In Case You Missed It

1) At Pastors Today, Erik Reed discusses three reasons why people leave your church.

2) Also in the list genre, Southeastern VP of Institutional Advancement, Art Rainer, mentions seven moments when ministry leaders are likely to lose focus.

3) Ed Stetzer provides a very helpful brief history of “missional.” He rightly notes that talking about missional living does not a missional church make.

4) For a good look at the gospel and the church in Mexico–where gospel ministry can be as difficult as in some Middle Eastern countries–read Ivan Mesa’s interview of Carlos Contreras at The Gospel Coalition.

5) Finally, Bruce Ashford, Provost at Southeastern, writes at Canon at Culture about the impact Leslie Newbigin has had on his thinking.

The Phases of Leadership: Adjustment

In this series of posts concerning five phases a church must learn and experience in order to either move toward or remain in a state of growth and health I have identified the first three: Assessment, Identification, and Vision Development. Now comes the fourth phase, which is often the most difficult. It is called Adjustment.

In the Adjustment phase leaders are finally forced to make real decisions. Based upon the research done in Assessment, the profile created through Identification and the new plan established in Vision Development, it is now time for real action. The theoretical and theological meet the practical.

It is not enough to simply come up with a plan. I have seen far too many churches work through a Vision Development process, come up with pithy and clever banners and bumper stickers and then never put anything into action. One of the reasons I believe this occurs is they miss this crucial next step. The last phase is Implementation which I will discuss next time. Many want to hop right to that and at best, they often see short term results only. That is because they did not prepare the people and the pathway first. Adjustment does that.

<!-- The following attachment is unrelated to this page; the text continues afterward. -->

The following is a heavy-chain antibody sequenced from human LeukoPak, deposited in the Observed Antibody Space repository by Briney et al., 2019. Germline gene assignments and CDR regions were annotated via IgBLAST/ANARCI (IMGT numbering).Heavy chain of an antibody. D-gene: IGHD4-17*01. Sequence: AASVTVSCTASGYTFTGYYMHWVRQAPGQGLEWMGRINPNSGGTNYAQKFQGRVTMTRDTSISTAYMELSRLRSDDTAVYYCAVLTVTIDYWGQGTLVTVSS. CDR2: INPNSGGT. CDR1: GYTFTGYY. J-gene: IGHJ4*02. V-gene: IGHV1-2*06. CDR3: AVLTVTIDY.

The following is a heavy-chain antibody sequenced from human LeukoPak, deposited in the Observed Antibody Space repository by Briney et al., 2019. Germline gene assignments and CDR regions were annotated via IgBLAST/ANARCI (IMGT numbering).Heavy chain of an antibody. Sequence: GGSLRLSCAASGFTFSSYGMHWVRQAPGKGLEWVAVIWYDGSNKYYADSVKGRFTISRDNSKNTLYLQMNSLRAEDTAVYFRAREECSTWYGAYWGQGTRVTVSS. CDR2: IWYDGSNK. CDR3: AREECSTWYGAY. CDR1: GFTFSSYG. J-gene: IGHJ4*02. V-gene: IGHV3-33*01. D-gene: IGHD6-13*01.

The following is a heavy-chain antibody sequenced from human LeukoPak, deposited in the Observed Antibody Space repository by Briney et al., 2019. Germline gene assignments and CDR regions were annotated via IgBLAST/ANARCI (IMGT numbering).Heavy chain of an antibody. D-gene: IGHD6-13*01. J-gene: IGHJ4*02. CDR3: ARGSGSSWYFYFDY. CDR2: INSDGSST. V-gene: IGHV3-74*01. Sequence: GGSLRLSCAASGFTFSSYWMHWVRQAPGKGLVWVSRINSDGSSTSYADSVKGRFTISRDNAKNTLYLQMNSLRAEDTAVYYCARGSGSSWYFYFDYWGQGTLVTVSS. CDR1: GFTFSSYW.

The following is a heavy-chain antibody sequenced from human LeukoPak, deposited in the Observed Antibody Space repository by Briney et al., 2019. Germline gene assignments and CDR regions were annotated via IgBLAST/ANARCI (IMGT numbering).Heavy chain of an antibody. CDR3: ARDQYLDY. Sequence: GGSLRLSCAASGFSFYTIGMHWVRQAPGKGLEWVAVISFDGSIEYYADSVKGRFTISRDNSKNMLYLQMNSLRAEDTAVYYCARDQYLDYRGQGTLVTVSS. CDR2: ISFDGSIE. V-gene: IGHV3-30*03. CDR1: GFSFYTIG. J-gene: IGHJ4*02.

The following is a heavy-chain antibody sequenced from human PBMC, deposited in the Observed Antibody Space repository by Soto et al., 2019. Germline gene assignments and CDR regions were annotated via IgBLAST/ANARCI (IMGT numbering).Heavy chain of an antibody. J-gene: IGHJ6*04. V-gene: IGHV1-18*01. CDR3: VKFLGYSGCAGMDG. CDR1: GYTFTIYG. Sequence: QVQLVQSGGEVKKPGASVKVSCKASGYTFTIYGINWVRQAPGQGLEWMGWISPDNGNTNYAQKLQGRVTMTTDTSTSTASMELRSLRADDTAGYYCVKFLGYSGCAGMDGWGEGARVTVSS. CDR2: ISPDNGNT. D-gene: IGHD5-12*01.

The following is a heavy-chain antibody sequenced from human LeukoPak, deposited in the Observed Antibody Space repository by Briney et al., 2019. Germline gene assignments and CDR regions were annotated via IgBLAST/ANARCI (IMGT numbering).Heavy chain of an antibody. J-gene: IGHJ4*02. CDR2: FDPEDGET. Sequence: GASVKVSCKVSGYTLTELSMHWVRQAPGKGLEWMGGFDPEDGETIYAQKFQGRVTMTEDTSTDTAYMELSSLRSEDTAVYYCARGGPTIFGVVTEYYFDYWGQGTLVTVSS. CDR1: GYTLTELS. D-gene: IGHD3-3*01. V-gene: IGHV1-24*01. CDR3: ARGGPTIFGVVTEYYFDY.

In the Adjustment phase, certain things might have to be stopped or started. People, programs, projects, budgets and more might all need to be moved and tweaked in order for the actual vision plan to work. This process includes both spiritual and practical adjustment. This level of honesty and leadership requires courage and faith and frankly, guts.

It is crucial that a legitimate Assessment and Identification phase be carried out to prepare the church for the most objectively biblical process at this stage possible. Adjustment cannot be based on subjective opinion. That is how wars begin. Instead it must be based upon the careful study and teaching of Scripture already conducted in these earlier phases leading to the development of the new plan. That provides the best chance for people to understand why change is needed and what change is going to need to take place.

I strongly encourage you to bring your lay leaders along with you during this entire process so that when this point hits, they are on the same page with you. Teach and warn your people about the process that is taking place so they will be ready also. Then, based upon the best knowledge you could research, begin to change those things that will sit on the tracks and prevent the train from moving forward.

You must develop clear pathways to defined standards and outcomes. But then you must actually determine and engage in a process to walk down those paths. How many obstacles stand in the way? What are they? What has to be done to remove them? Adjustment means I identify these existing barriers and start and stop to get them out of the way for the vision plan to be implemented. Sometime read Isaiah 62:10. Hear the prophet declare how the stones must be removed so a highway can be built up for the people. Stone removal. I call that real Adjustment!